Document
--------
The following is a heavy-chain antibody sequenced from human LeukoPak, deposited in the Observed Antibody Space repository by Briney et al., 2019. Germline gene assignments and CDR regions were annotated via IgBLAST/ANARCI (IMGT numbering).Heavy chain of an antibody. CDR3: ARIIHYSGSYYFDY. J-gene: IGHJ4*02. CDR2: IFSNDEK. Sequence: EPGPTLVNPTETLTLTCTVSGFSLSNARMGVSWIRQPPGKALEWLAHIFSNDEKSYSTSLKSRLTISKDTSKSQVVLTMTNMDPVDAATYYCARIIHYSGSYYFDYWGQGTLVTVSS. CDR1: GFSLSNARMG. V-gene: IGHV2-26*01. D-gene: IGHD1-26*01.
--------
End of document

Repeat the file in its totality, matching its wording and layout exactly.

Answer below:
The following is a heavy-chain antibody sequenced from human LeukoPak, deposited in the Observed Antibody Space repository by Briney et al., 2019. Germline gene assignments and CDR regions were annotated via IgBLAST/ANARCI (IMGT numbering).Heavy chain of an antibody. CDR3: ARIIHYSGSYYFDY. J-gene: IGHJ4*02. CDR2: IFSNDEK. Sequence: EPGPTLVNPTETLTLTCTVSGFSLSNARMGVSWIRQPPGKALEWLAHIFSNDEKSYSTSLKSRLTISKDTSKSQVVLTMTNMDPVDAATYYCARIIHYSGSYYFDYWGQGTLVTVSS. CDR1: GFSLSNARMG. V-gene: IGHV2-26*01. D-gene: IGHD1-26*01.